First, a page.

Today — belatedly — I learned that the blog Rochester Subway has ceased or at least taken a long hiatus. (see below) In 2009, Mike Governale and others began “digging up stories from Rochester’s past and uncovering new ideas that will undoubtedly shape our community’s future.” Since then, contributors produced thousands of stories on a wide range of topics. The end of Rochester Subway — truly a labor of love — is our loss.
Throughout the life of our magazine, we’ve encouraged people to get more involved. To be sustainable, we need many voices and many hands.
In Talker is doing experiential journalism (formerly gonzo journalism). Join us we explained the madness behind our method and in We need you! we showcased our writers and our need for more. Recently — when the yearly bills came due — we asked for funds so we can increase our capabilities and, if possible, pay writers.the magazine — or know people who have — please encourage yourself or others to get more involved. Just email David Kramer at email@example.com . Let’s keep Talker sustainable.
“The End of the Line”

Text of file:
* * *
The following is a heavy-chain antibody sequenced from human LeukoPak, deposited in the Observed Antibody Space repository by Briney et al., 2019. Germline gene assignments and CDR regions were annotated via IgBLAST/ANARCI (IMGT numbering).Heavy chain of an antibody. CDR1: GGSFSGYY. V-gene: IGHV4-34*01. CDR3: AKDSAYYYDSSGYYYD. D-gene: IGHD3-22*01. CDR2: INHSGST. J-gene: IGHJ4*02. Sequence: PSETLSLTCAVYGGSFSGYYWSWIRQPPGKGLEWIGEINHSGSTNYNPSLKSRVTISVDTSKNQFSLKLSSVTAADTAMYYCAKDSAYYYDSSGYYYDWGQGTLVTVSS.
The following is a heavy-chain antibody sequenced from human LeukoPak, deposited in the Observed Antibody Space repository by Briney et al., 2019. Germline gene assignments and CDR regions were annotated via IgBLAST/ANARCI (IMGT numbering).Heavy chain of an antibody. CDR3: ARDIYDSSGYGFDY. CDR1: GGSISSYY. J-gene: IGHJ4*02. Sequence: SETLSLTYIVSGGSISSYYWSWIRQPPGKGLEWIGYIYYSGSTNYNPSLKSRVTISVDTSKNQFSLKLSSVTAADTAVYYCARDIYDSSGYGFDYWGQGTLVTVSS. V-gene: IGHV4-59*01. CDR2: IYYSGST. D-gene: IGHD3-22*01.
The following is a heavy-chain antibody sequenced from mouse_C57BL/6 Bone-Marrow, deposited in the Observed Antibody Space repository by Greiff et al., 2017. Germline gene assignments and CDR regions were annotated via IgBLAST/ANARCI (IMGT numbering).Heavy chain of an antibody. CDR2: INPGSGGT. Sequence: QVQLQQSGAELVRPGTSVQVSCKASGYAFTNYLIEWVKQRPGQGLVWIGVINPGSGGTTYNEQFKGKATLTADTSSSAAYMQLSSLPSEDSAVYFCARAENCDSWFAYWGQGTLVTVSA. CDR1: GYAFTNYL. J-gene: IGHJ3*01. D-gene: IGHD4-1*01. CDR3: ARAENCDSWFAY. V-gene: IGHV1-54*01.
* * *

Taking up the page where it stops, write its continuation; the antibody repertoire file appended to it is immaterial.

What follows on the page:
Many of you have noticed our extended hiatus and have begun asking if this is the end for RocSubway. I didn’t think it would be necessary to say anything about it. But for those of you who had followed this blog like religion for so long, you deserve some closure.
A little while ago I lost my job and decided to start my own web design business instead of going back to work for someone else. That was the best decision I ever made for myself. But it also means I now work pretty much nonstop with little time for anything else. What extra time I do have, I put into growing ReconnectRochester. Reconnect is a nonprofit organization doing amazing work to change the way transportation is viewed in Monroe County. It’s something I’m very proud of. And it began with a seed planted right here.
So I’m not going away, really. I just won’t be posting much here for the foreseeable future. In the meantime you’re welcome to join me over at Reconnect. Or perhaps I’ll run into you somewhere else, helping to make our community better in your own way.
Before I sign off, I want to say thank you.
I’ve gained much more from every RocSubway reader I’ve met (virtually and in person) than what I’ve given on these pages. Always remember there are important lessons for the future buried deep within our past. Everywhere you look in this city—behind every wall and within every person—you will find a beautiful story. We’ve only scraped the surface.
On a recent trip to New York City (my previous home) I came across a poem in the subway by former U.S. Poet Laureate, Billy Collins. I cannot think of better words to close with…
As you fly swiftly underground
with a song in your ears
or lost in the maze of a book,
remember the ones who descended here
into the mire of bedrock
to bore a hole through this granite,
to clear a passage for you
where there was only darkness and stone.
Remember as you come up into the light